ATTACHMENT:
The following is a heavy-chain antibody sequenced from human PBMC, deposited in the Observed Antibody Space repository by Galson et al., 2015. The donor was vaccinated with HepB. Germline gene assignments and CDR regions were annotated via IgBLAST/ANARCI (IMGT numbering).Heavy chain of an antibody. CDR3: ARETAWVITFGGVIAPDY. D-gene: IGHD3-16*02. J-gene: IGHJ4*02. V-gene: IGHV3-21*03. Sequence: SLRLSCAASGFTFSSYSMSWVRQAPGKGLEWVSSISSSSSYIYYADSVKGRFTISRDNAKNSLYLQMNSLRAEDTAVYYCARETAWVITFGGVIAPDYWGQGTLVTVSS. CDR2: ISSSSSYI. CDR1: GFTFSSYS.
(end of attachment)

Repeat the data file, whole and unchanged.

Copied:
The following is a heavy-chain antibody sequenced from human PBMC, deposited in the Observed Antibody Space repository by Galson et al., 2015. The donor was vaccinated with HepB. Germline gene assignments and CDR regions were annotated via IgBLAST/ANARCI (IMGT numbering).Heavy chain of an antibody. CDR3: ARETAWVITFGGVIAPDY. D-gene: IGHD3-16*02. J-gene: IGHJ4*02. V-gene: IGHV3-21*03. Sequence: SLRLSCAASGFTFSSYSMSWVRQAPGKGLEWVSSISSSSSYIYYADSVKGRFTISRDNAKNSLYLQMNSLRAEDTAVYYCARETAWVITFGGVIAPDYWGQGTLVTVSS. CDR2: ISSSSSYI. CDR1: GFTFSSYS.